• 3-5 teaspoons rose water to taste


  • Cook the sugar and water together, stirring occasionally, until the water just comes to a boil and the sugar has completely dissolved. Remove from the heat.
  • Crush the hibiscus flowers and lime juice together with the back of a spoon. Use a mortar and pestle if you have one.
  • Stir the flower mixture and the lesser amount of rose water into the sugar syrup.
  • Taste to see if you like the amount of rose that comes through, and remember that you’ll be serving it diluted. Add up to another 2 teaspoons of rose water if you think it needs it.
  • Cool to room temperature then refrigerate for several hours.
  • Strain and dilute with water (1 part syrup to 3 parts water) and serve over ice.

Did You Make Any Changes?

Did you make this recipe?Please tell us what you loved!
Close shot of beverage hibiscus rose sharbat in clear Turkish glasses. Beverage is deep red at the bottom, graduating to pink in the middle and almost clear at the top. It is over ice. There are 4 glasses in picture, lined up off center, one after the other.

I hope you enjoyed this month’s Progressive Eats meal as much as I enjoyed participating in it. I also hope you enjoyed a wonderful holiday season and are looking forward to a bright, shiny new year in just a few days. Thank you so much for spending some time with me today. Have a lovely day.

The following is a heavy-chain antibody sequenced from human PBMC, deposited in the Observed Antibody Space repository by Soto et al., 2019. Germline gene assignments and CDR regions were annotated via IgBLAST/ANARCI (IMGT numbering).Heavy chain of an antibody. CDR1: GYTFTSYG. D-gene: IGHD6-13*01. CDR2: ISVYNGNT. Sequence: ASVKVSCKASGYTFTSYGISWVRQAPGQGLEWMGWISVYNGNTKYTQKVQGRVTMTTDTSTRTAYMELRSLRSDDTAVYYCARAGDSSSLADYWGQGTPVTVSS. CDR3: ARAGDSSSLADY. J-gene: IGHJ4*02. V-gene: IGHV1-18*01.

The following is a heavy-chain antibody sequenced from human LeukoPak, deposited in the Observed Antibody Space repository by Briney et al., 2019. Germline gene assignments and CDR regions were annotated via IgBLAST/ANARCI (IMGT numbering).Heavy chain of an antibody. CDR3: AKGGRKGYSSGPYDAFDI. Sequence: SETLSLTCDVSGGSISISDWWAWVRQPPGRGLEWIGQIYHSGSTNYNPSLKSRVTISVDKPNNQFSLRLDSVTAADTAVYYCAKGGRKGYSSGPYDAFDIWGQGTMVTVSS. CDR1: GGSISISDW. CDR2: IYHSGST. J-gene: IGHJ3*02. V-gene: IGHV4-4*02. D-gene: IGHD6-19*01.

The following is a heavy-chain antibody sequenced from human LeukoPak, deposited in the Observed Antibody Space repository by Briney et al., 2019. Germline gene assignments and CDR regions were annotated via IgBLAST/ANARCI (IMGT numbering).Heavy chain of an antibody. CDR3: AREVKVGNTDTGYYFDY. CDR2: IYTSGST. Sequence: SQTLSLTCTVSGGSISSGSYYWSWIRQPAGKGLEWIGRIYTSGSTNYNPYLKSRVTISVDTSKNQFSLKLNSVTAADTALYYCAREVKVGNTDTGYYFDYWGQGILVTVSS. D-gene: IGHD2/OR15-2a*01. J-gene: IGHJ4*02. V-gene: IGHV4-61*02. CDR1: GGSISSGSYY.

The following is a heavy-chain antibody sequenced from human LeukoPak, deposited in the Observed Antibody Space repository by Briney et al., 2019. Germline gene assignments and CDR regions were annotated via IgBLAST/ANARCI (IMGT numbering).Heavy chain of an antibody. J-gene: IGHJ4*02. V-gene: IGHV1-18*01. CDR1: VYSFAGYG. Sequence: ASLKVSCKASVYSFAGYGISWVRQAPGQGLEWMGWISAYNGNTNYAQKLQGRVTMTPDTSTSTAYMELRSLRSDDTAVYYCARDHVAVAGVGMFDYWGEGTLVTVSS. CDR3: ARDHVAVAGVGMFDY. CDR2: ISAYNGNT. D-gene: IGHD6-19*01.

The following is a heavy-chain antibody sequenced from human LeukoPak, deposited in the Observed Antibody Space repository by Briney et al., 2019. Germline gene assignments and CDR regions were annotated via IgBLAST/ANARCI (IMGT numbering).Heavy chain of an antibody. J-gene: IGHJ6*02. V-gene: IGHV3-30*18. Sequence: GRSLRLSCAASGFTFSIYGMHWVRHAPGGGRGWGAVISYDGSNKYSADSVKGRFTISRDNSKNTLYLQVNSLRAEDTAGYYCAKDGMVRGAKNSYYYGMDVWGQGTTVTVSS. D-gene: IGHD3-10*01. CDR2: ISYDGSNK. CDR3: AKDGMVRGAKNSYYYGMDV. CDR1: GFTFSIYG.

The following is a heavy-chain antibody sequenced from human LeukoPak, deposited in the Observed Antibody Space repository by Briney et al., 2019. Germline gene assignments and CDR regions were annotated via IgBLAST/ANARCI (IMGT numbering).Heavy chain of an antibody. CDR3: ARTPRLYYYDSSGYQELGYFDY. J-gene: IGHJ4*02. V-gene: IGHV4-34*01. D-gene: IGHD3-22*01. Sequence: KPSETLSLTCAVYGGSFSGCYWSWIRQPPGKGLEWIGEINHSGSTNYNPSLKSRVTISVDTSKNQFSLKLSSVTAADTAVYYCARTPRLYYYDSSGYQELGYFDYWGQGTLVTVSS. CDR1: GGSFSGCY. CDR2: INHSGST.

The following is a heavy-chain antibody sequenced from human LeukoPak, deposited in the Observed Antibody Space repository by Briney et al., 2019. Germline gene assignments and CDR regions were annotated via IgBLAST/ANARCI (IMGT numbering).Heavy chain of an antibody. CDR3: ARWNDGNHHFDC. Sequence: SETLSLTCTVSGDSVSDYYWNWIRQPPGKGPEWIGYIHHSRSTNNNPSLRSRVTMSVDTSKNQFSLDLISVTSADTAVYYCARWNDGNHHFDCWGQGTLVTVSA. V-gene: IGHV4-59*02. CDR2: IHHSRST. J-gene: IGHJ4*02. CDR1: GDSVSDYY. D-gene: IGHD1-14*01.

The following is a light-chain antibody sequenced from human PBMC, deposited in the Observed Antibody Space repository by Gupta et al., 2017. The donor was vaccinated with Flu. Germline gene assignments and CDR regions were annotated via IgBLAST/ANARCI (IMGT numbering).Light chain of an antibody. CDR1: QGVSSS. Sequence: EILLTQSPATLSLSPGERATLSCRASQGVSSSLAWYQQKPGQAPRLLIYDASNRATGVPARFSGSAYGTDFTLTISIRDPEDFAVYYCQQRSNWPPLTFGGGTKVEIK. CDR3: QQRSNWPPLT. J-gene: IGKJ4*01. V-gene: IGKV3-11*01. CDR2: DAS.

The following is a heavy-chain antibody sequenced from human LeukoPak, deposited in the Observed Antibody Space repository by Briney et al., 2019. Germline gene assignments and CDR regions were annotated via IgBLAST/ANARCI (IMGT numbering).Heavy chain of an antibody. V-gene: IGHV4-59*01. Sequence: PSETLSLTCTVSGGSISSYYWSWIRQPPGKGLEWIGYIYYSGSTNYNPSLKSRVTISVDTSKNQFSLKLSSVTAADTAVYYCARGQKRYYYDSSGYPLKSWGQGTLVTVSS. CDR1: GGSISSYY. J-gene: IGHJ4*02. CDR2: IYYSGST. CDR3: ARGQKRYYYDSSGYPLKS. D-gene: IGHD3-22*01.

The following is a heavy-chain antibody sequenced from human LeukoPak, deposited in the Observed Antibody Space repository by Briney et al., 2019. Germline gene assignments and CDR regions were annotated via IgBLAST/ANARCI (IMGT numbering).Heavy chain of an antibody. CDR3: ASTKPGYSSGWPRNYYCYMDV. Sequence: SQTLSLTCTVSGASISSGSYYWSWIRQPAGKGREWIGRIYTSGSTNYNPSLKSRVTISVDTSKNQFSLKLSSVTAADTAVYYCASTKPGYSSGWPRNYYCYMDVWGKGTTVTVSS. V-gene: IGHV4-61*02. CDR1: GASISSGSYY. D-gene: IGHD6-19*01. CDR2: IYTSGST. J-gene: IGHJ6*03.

The glasses are really pretty, aren’t they? It’s a Turkish tea set I ordered through Amazon. the glasses hold about 5 oz each. Click the photo (amazon affiliate link) if you’d like some of your own:

Image of clear Turkish glasses that can be ordered from Amazon link. They are vase shaped and have wide mouths. Also decorative design on sides in a diamond pattern.

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    1. Isn’t it a great flavor, Betsy?! And well: pink for you! I bought the flowers from Savory Spice Company, but you can also get wonderful teabags from the Wild Hibiscus company. =)

  1. Jenni, this not only sounds so delicious and refreshing but it is just beautiful! And fascinating! What a wonderful thing for you to bring to the Mediterranean feast! Those glasses are just beautiful, too.

  2. 5 stars
    Jenni – I love anything with hibiscus and these drinks are stunning! So happy your Turkish glasses arrived in time, they are on my wish list now too – so cute! Beautiful photos as always and I love the simplicity; the glasses are stunning all on their own! 🙂

    1. Thanks, Jeanette! This is unlike anything I’ve made before, and I’m so glad I went for it. Easy to make, really refreshing and colorful, and since it’s a concentrate, it’s perfect for serving a crowd!

    1. They really are the cutest glasses, and reasonably priced so hooray! And I’m totally with you on the prosecco. I made it with water here to be traditional, but bubbles and a bit of alcohol are so festive! =)

    1. It just wouldn’t have been the same in rocks glasses, Barbara! I love the intense color of the syrup–it’s very refreshing. Would totally go with lamb and pita and eggplant and prosciutto and…. =)

    1. Thanks, Ansh! I’m in love with the glasses. I want to drink all the drinks out of them! And the sharbat is really amazing! Sounds like it is a common beverage in India as well. Do you make it, too?

  3. I can definitely see myself “pushing” tradition and topping this off with something bubbly to celebrate the new year – it’s beautiful. And I just so happen to have everything I need to make a batch…the timing is perfect…it’s happening! 🙂